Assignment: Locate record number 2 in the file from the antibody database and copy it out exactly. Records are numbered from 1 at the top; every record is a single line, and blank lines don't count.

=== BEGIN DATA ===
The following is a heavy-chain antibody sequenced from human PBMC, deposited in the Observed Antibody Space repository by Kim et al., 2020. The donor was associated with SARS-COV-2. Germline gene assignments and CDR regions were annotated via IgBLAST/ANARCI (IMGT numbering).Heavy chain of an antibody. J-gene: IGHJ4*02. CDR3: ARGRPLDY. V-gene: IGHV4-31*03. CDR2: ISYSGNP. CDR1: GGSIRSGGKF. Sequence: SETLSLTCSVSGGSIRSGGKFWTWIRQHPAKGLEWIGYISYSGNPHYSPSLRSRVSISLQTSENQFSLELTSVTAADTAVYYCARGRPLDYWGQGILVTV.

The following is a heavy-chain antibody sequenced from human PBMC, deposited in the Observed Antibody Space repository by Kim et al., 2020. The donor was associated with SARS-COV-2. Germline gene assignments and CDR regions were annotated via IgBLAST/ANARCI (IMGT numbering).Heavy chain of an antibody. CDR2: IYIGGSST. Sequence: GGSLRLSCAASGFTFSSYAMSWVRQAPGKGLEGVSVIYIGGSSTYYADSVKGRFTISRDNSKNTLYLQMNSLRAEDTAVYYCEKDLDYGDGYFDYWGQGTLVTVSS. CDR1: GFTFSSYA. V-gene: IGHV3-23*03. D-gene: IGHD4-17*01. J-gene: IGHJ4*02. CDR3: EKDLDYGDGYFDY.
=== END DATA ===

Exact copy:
The following is a heavy-chain antibody sequenced from human PBMC, deposited in the Observed Antibody Space repository by Kim et al., 2020. The donor was associated with SARS-COV-2. Germline gene assignments and CDR regions were annotated via IgBLAST/ANARCI (IMGT numbering).Heavy chain of an antibody. CDR2: IYIGGSST. Sequence: GGSLRLSCAASGFTFSSYAMSWVRQAPGKGLEGVSVIYIGGSSTYYADSVKGRFTISRDNSKNTLYLQMNSLRAEDTAVYYCEKDLDYGDGYFDYWGQGTLVTVSS. CDR1: GFTFSSYA. V-gene: IGHV3-23*03. D-gene: IGHD4-17*01. J-gene: IGHJ4*02. CDR3: EKDLDYGDGYFDY.